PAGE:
I found myself on the road after a month long break from travelling. I resumed where I had left off and travelled to the nearby beautiful seaside town of Vũng Tàu, a destination popular with the Vietnamese and slowly gaining popularity with international tourists. I spent a few days making unexpected friends and easing into the backpacking life once again.
On The Road Again
I found myself in Long Khanh at the end of my month long teaching stint with Thai Binh Duong. I was in Long Khanh, at TBD’s oldest center, to attend a felicitation ceremony for the students who had completed their course successfully. I stayed overnight in the town because the buses to Vũng Tàu would have ended for the the day. The center graciously offered to cover my stay and I was thankful as always. It was a bit overwhelming since I was offered page long advices for Vũng Tàu and the next morning I was being messaged to check if I needed help finding my way to the bus stand! I had, in fact, been waiting at the wrong bus stand somehow and after a bit of waiting around, had realised my mistake and walked on to the correct one. The backpack seemed a little heavier after all the days I had spent relaxing. I walked to the Victory Monument and stood on the other side of the highway. Bus number 22 came around in a bit and I got in. The road seemed beautiful.
Bus stand across the Victory Monument
I got to Vũng Tàu without much incident. The bus did a nice tour of the city before dropping me off in the main area.
Bus ride around Vũng Tàu
Vũng Tàu seemed like a beautiful and small city, just the kind I liked. I got off at a spot closest to Gecko Hostel. I had not eaten since morning so I decided to grab a bite before heading to the hostel. A Com Tam place right next to where I took a drop advertised food for 16 kVND so I decided to get a plate of rice and meat. The meager quantity served justified the cheap price.
I walked up to the hostel and it turned out to be a really nice one. Judy, the manager, checked me in. There were just two guys fooling around in the common area, both South Asian by their looks. I talked to one of them before heading up to my bed. Sanjeev was a Hyderabadi by birth but had left for USA when he was 4. He was an American citizen now. The other was Ali, a Lahori who had grown up in Lahore but was an American now. Our conversation was short lived for the time being. Judy told me that the hostel was jam packed till the day before. It always used to empty out on Mondays before building up for a crowded weekend.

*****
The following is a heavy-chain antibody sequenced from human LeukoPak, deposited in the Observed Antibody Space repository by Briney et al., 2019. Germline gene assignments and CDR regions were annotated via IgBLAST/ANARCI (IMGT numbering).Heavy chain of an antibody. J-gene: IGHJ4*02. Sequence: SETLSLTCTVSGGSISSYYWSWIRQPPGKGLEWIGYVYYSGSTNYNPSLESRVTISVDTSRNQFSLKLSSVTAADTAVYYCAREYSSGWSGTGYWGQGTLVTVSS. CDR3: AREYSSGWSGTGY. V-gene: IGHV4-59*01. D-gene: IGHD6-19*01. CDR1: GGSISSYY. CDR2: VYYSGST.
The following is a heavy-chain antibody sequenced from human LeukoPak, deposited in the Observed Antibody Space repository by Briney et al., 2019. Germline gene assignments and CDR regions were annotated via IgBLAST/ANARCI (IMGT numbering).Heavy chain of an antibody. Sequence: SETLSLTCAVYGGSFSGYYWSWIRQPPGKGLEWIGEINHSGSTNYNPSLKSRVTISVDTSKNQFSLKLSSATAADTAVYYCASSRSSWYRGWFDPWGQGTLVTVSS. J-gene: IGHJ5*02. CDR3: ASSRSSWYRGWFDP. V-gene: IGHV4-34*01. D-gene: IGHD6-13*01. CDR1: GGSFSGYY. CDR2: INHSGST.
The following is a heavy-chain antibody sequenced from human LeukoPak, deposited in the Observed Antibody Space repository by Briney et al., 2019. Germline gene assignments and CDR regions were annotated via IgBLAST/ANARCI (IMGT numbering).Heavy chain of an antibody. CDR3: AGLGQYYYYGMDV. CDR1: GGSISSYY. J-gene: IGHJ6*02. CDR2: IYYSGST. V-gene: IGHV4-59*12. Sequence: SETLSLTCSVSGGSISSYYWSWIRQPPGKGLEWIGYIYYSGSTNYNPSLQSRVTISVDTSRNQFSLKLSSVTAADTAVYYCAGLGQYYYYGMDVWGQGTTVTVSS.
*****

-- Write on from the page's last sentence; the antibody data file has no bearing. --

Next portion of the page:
I got a map from Judy and decided to head out for a walk to the “back beach”, the one at the Western side of the town. There was a public park in keeping with the usual Vietnamese beautification. The beach was just a small patch of sand but the happy people swam in it and some sat enjoying the sea breeze.
Public parks of Vũng Tàu
I saw some locals playing football and I asked if I could join in. They agreed and despite the slippery shoes I was wearing, I managed to play decently well so that they did not turn me away. I was happy with myself; I was happy at how I had changed from the shy and over-thinking person who had set out uncertainly to travel to satiate a whim, to the smiling and sweating one who had just enjoyed a game of football with people he did not know and could not talk more than a couple of words with. I had changed, to put it mildly, but I was surprisingly happy with how I had changed.
I took a time-lapse of the sunset but messed up the frequency. I really liked the concept of time-lapse and getting better at it is proving to be a time consuming process.
Then I went for a walk along the Ha Long Road as Maya (another amazing teacher at TBD) had suggested. I got a coffee on the way to refresh myself. The walk turned out to be a long and lovely one. The road went along the seaside and was quiet and windy. The famous Jesus statue of Vũng Tàu was visible up high on the rocks. It was lit up in changing colours (another Vietnamese obsession) and looked haunted. I walked a long circle back to the hostel.
Ha Long road at night
Ali and Sanjeev were listening to some blues music over a bottle of whiskey. I grabbed a beer and joined them. Ali knew an awful lot about music. It had been his lifelong passion, as he told me later. We went out for another bottle later and I joined in the drinking. We moved from blues to qawalis; Ali and I debated over things like the American dream and India and Pakistan playing slaves to the western world. It was a pointless discussion as always but it was extremely interesting to listen to the point of view of a South Asian born American citizen. Long, another manager at Gecko hostel, had brought fresh squids and cooked them for us. I lost a bet about Zeest, the band, and bought the next bottle of vodka (unfortunately the only thing available at that late hour). Sanjeev ran out on his bike and Ali went to find him. It was a rowdy and random night! Something that I had not had for quite some time now.
I woke up the following morning with a terrible hangover. The alcohol and squid from last night were making me uneasy so I crashed again and slept till 2 in the afternoon. At 2 another guy checked into our dorm room. He looked South Asian as well and all of us had a good laugh about it later. This was Richard from the Netherlands. His parents were from Suriname, a small country in South America that was colonised by the Dutch, but he knew he had Indian roots somewhere in his ancestry. Ali and Sanjeev had got up as well and their plan to leave Vũng Tàu had to wait another day. They had been in the town for more than a week now!
I rented out a motorbike with the intention of doing some sightseeing that day. I went around looking for something to eat and ended up in the same 16 kVND Com Tam place. My hangover was not getting any better so I returned to the room and slept tried sleeping it off. It had started raining outside and the empty dark room seemed like a perfect resort. I slept till 4ish and then got up to bike around a bit.
It was too late in the day to see any of the touristy places (most close by 5 or 6 in the evening), so I rode till the Lotte Mart and went to a Book Cafe right behind it. The cafe was a pretty one, the kind that I would like to own some day. A small library on the rear end; some cafe like things; books all around. The weather was rainy and perfect for a big glass of blueberry smoothie.